Kentucky remains among the bottom 10 states for child well-being.
For the second year in a row, Kentucky ranked 41st in the nation for overall child well-being, according to the national 2009 KIDS COUNT Data Book, released Tuesday by the Annie E. Casey Foundation.
Kentucky improved on four of the 10 indicators affecting child well-being, but worsened on five and remained the same on one.
Showing improvement were Kentucky's child death rate, teen death rate, the percent of teens who are high school dropouts, and the percent of teens not attending school and not working.
The state remained the same on the teen birth rate indicator, and worsened on the percent of low-birth weight babies, the infant mortality rate, the percent of children living in poverty, the percent of children living in single-parent families and the percent of children living in families where no parent has full time, year-round employment.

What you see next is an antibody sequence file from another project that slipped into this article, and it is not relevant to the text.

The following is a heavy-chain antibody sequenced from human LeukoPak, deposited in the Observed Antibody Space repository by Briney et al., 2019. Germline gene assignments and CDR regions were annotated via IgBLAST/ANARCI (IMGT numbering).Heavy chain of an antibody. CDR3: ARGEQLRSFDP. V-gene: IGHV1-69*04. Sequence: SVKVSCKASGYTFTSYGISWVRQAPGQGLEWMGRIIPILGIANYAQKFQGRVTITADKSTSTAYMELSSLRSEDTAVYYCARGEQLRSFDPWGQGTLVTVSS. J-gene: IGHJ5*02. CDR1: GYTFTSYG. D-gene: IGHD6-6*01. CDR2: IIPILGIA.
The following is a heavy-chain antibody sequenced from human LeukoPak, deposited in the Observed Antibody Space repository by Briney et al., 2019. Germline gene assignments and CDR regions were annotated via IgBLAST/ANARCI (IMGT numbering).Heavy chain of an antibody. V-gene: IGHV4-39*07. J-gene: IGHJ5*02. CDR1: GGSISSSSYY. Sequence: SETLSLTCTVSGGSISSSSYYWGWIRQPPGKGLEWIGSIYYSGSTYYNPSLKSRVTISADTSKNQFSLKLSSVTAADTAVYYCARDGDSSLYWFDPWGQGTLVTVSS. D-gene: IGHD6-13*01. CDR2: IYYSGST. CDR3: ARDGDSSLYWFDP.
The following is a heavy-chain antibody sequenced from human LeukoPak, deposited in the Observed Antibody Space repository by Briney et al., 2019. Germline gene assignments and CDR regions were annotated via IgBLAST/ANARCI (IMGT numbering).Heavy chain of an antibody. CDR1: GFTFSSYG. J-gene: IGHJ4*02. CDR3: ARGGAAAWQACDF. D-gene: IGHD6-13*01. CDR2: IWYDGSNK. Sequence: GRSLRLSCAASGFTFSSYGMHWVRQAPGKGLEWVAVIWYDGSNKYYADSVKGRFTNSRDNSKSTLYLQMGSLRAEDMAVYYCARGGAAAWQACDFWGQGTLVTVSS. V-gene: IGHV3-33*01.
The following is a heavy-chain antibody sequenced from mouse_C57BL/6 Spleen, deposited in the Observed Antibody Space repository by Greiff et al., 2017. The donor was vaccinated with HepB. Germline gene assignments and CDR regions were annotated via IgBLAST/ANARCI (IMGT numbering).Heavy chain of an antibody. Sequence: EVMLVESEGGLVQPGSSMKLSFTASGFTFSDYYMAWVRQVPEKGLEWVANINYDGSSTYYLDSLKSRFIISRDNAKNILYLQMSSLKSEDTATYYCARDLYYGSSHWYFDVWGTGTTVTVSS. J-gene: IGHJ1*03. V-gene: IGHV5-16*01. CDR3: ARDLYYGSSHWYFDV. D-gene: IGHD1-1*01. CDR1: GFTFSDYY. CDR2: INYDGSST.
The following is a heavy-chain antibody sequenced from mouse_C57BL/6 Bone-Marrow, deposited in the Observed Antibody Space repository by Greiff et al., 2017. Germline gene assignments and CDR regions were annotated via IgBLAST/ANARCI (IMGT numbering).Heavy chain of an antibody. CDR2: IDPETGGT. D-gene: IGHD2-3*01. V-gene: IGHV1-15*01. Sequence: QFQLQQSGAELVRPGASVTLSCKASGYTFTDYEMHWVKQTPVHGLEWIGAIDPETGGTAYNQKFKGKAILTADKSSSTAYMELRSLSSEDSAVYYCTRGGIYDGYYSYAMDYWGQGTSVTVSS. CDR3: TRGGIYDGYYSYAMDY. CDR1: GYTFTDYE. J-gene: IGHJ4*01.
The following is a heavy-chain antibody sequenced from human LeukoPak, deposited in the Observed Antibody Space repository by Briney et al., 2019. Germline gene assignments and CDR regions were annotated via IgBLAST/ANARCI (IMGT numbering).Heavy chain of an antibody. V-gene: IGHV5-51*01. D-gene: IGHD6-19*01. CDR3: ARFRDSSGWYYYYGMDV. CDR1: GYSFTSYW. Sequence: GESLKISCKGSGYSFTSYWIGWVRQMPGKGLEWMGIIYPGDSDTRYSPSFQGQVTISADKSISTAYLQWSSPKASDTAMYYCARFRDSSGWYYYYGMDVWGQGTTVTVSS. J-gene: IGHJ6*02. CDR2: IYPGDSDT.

"Timely and accurate data collection is essential for policy makers to have an accurate picture of the strengths and of the challenges facing Kentucky children and families," said Terry Brooks, executive director for Kentucky Youth Advocates. "Improving data collection as a state will enhance our capacity to invest tax dollars wisely in needed areas."